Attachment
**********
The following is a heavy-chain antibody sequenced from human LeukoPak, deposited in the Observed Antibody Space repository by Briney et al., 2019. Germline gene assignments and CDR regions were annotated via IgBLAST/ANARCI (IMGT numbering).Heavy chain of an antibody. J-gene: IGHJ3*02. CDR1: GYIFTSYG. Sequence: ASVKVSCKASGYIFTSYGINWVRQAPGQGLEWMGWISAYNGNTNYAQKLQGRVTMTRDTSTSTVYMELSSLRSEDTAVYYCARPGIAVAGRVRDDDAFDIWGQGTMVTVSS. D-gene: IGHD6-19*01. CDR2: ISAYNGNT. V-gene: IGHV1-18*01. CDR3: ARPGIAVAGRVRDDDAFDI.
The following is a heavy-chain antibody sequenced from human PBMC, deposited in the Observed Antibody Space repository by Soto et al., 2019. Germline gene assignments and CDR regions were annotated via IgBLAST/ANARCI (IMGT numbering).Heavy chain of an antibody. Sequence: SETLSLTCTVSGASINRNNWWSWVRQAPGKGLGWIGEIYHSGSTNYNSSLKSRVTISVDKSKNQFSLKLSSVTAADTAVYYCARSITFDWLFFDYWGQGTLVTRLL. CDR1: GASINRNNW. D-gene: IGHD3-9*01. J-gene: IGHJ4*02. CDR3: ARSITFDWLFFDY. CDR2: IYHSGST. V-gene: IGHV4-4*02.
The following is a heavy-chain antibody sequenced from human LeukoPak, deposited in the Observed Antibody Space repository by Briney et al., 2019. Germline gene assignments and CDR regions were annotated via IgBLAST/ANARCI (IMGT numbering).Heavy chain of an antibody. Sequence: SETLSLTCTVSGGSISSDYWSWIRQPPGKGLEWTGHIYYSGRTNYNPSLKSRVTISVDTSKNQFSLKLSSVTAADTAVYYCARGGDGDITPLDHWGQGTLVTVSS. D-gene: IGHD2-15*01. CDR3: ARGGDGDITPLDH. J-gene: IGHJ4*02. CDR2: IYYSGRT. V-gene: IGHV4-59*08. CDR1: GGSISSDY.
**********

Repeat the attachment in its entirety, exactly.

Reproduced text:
The following is a heavy-chain antibody sequenced from human LeukoPak, deposited in the Observed Antibody Space repository by Briney et al., 2019. Germline gene assignments and CDR regions were annotated via IgBLAST/ANARCI (IMGT numbering).Heavy chain of an antibody. J-gene: IGHJ3*02. CDR1: GYIFTSYG. Sequence: ASVKVSCKASGYIFTSYGINWVRQAPGQGLEWMGWISAYNGNTNYAQKLQGRVTMTRDTSTSTVYMELSSLRSEDTAVYYCARPGIAVAGRVRDDDAFDIWGQGTMVTVSS. D-gene: IGHD6-19*01. CDR2: ISAYNGNT. V-gene: IGHV1-18*01. CDR3: ARPGIAVAGRVRDDDAFDI.
The following is a heavy-chain antibody sequenced from human PBMC, deposited in the Observed Antibody Space repository by Soto et al., 2019. Germline gene assignments and CDR regions were annotated via IgBLAST/ANARCI (IMGT numbering).Heavy chain of an antibody. Sequence: SETLSLTCTVSGASINRNNWWSWVRQAPGKGLGWIGEIYHSGSTNYNSSLKSRVTISVDKSKNQFSLKLSSVTAADTAVYYCARSITFDWLFFDYWGQGTLVTRLL. CDR1: GASINRNNW. D-gene: IGHD3-9*01. J-gene: IGHJ4*02. CDR3: ARSITFDWLFFDY. CDR2: IYHSGST. V-gene: IGHV4-4*02.
The following is a heavy-chain antibody sequenced from human LeukoPak, deposited in the Observed Antibody Space repository by Briney et al., 2019. Germline gene assignments and CDR regions were annotated via IgBLAST/ANARCI (IMGT numbering).Heavy chain of an antibody. Sequence: SETLSLTCTVSGGSISSDYWSWIRQPPGKGLEWTGHIYYSGRTNYNPSLKSRVTISVDTSKNQFSLKLSSVTAADTAVYYCARGGDGDITPLDHWGQGTLVTVSS. D-gene: IGHD2-15*01. CDR3: ARGGDGDITPLDH. J-gene: IGHJ4*02. CDR2: IYYSGRT. V-gene: IGHV4-59*08. CDR1: GGSISSDY.